CBC | World News
A Canadian kidnapped in Burkina Faso has been found dead, a spokesperson for the Burkina Faso Security Ministry told Radio-Canada on Thursday.
The world is seeing growing resistance against the abuses of autocrats as states, civic groups and popular movements all push back against populists seeking to curtail freedoms, according to a new global report released Thursday that also outlines where Canada is both advancing and falling short in its efforts.
The Zika virus should remain a concern for some Canadians planning winter vacations in sunny climes, doctors say.
Air traffic controllers at Reagan National Airport can peer down at Washington's centres of power from their high-tech perch. Yet these days, even from their elevated fishbowl, the people who direct the nation's skies are feeling powerless while on the job.
China's economy czar, Vice-Premier Liu He, will visit Washington on Jan. 30-31 for talks aimed at ending a costly tariff war over U.S. complaints about Beijing's technology ambitions.
Consumer advocates and the data-hungry technology industry are drawing early battle lines in advance of an expected fight this year over what kind of federal privacy law the U.S. should have.
Taiwan held live-fire exercises along its east coast Thursday amid renewed threats from China to bring the island under its control by force if deemed necessary.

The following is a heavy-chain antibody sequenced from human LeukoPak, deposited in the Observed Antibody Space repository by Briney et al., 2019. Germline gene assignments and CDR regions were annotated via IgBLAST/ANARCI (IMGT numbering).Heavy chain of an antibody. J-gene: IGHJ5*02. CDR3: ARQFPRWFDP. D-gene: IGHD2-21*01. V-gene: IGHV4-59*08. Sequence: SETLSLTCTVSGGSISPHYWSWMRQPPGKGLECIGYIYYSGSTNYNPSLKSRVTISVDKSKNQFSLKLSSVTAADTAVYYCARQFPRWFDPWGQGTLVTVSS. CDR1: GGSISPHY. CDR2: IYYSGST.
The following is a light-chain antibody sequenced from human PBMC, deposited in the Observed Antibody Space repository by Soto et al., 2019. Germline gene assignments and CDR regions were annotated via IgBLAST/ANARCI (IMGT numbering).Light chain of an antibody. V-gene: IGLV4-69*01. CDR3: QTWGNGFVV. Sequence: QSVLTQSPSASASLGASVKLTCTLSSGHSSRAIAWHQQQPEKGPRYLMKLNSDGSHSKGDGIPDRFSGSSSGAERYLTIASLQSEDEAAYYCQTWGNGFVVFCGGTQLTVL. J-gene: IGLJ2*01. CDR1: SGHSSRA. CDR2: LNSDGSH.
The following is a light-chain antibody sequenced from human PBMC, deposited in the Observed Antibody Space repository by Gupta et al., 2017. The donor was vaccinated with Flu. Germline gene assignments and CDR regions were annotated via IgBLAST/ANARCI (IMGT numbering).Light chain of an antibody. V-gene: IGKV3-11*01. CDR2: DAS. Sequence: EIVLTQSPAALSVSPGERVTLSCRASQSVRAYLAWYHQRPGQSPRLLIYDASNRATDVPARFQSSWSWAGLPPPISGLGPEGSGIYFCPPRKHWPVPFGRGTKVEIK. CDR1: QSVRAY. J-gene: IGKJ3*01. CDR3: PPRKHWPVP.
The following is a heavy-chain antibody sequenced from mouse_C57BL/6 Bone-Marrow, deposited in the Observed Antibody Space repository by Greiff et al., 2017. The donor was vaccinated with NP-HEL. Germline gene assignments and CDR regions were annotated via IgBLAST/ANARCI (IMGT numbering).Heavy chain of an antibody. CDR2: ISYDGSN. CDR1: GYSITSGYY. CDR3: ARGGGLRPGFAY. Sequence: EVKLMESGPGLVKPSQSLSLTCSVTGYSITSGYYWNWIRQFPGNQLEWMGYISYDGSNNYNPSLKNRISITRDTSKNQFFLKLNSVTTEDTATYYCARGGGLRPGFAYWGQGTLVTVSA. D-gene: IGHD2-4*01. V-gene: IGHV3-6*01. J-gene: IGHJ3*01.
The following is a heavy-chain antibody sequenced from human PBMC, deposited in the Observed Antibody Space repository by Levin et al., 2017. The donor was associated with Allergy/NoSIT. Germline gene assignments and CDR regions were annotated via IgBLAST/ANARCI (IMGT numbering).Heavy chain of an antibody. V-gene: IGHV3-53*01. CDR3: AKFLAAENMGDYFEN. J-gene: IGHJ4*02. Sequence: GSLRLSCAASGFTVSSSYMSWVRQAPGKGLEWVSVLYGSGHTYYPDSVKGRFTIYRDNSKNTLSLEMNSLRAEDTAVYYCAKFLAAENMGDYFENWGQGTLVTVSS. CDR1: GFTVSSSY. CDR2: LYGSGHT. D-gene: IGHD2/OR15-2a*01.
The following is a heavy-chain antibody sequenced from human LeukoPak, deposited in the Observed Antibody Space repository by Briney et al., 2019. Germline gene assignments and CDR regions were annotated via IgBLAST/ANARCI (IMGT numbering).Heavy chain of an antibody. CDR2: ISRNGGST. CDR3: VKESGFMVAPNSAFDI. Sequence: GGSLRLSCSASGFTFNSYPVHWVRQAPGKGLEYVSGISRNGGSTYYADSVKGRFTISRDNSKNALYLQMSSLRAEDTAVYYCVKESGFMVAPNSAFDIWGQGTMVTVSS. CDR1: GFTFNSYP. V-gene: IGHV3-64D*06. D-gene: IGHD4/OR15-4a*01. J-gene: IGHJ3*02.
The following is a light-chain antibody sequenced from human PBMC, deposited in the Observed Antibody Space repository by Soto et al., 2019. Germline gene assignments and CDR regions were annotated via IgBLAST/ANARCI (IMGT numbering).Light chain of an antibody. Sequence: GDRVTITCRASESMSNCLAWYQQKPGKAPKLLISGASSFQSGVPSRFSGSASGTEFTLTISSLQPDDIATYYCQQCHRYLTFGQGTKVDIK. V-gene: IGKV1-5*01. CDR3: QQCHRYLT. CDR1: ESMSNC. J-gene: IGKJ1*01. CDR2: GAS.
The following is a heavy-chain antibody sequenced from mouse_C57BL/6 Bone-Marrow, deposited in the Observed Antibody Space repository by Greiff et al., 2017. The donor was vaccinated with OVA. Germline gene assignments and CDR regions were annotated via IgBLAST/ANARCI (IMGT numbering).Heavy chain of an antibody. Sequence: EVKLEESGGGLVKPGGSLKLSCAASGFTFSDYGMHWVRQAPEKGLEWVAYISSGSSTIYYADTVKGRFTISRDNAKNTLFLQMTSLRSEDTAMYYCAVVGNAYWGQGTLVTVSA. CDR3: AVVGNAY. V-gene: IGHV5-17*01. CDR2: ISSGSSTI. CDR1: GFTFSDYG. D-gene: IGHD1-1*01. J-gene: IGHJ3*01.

Two Canadian men detained in China face up to four hours of questioning each day and have no access to a lawyer, according to Canada's top diplomat in Beijing.
The remains of an Alberta man who went for a walk in Arizona on Christmas Eve in 2010 and never returned have been found.
Scientists in nutrition, health and sustainability compile what a healthy diet looks like — and also how to provide that food for a world population growing to 10 billion.
A closer look at the day's most notable stories with The National's Jonathon Gatehouse: government cracks down on Zimbabwe protests; loneliness can have serious health effects; a British project has mail carriers checking on the well-being of elderly people on their routes.
U.K. Prime Minister Theresa May's government won a confidence vote in Parliament on Wednesday, clearing the way for her to attempt to forge a consensus among lawmakers on a Brexit divorce agreement.
At least 890 people are believed to have been killed in ethnic violence in northwestern Democratic Republic of Congo last month, the United Nations human rights office said on Wednesday.
The U.S. economy is taking a larger-than-expected hit from the partial government shutdown, White House estimates show, as contractors and even the Coast Guard go without pay, and talks to end the impasse seemed stalled.
A bomb attack claimed by Islamic State killed two U.S. soldiers and two civilians working for the U.S. military in northern Syria on Wednesday, weeks after U.S. President Donald Trump said the group had been defeated there and that he would pull out all American forces.
China says it's "not worried in the slightest" by mounting international concern over the death sentence handed to Canadian Robert Schellenberg for drug smuggling.
The partial U.S. government shutdown is the longest in history, and the political process to end it is frozen. How long it will last is hard to say; but these are five ways it could end.